Scientists that are taking place in the project are focused on identifying key technologies to support the future needs and demands of the Atlantic maritime industry.
The report was authored by IDONIAL, a Spanish industrial design centre, in partnership with Marine South East in the UK and the INL. The former provides tailor-made solutions related to the development of materials, advanced manufacturing and the digital industry through technological development and innovation. Its team includes more than 160 professionals, delivering more than 120 R&D&I projects each year.
The project coordinator, Ana Vila, from the International Iberian Nanotechnology Laboratory (INL), commented that new advances in MEMS are leading to developments in marine navigation systems and autonomous exploration vehicles. Moreover, the advances improve the current ocean weather monitoring systems and biological and marine pollutant studies.
The report highlights how the electronics sector, and MEMS in particular, will enter a turning point in the coming years driven by advances in current technology including silicon semiconductors and possible progression towards new semiconductors or alternatives with greater capacity.
Increased demand for smaller more intelligent electronic devices continues to drive advances on all levels ... This has combined to provide a host of new opportunities across the marine field
... Ms Vila added.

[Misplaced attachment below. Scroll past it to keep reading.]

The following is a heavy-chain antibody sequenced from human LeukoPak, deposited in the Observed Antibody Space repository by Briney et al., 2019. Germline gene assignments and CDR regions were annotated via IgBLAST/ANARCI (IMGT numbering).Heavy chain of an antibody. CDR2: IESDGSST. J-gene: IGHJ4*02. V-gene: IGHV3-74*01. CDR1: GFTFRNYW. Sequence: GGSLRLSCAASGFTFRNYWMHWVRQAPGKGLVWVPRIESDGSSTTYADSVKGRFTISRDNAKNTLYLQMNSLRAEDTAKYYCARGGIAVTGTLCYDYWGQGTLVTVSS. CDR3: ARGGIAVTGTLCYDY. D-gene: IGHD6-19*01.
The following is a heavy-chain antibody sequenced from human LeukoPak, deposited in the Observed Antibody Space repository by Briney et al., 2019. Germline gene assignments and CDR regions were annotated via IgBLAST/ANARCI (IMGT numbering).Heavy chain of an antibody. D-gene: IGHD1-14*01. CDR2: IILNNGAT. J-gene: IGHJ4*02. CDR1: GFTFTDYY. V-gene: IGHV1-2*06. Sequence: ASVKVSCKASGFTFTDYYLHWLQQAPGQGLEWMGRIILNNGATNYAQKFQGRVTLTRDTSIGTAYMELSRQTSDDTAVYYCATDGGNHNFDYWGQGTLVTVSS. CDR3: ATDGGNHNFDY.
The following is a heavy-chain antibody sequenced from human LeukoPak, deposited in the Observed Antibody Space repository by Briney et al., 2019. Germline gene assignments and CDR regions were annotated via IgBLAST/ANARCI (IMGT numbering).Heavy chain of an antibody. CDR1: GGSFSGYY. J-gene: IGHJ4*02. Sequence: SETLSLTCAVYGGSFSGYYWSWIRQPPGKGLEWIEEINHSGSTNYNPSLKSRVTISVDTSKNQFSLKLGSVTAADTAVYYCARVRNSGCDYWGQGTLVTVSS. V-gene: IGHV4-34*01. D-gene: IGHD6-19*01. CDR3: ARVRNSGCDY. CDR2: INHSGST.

MEMS also play a key role in any activity conducted in marine environments, such as weather monitoring and forecasting, traditional navigation and fisheries activities, as well as partially unassisted activities (associated renewable energy or aquaculture fields), which require complete sets of sensors capable of monitoring environmental variables.
MEMS help produce short and medium-term weather prediction systems driving productivity.
Concerning marine biology and chemistry studies, sensor technology for the detection of analytes is also being developed at microelectromechanical levels. When combined with microfluidics, it is feasible to develop micro devices, with the capacity to act as real laboratories or 'labs on a chip'.
Concluding, the KETmaritime project is funded by the Interreg Atlantic Area Program, via the European Regional Development Fund. The consortium also includes French multidisciplinary research laboratory CIMAP (CEA group) and Portuguese maritime economic cluster Fórum Oceano. Ireland’s national centre for marine and renewable energy MaREI is delivering further support, alongside Spanish non-profit research association AIMEN.
Another study recently resulted to a record-breaking "blue-light" laser which has the ability to transform underwater range-finding while imaging and communication all over the maritime industry.
To learn more on the study click here.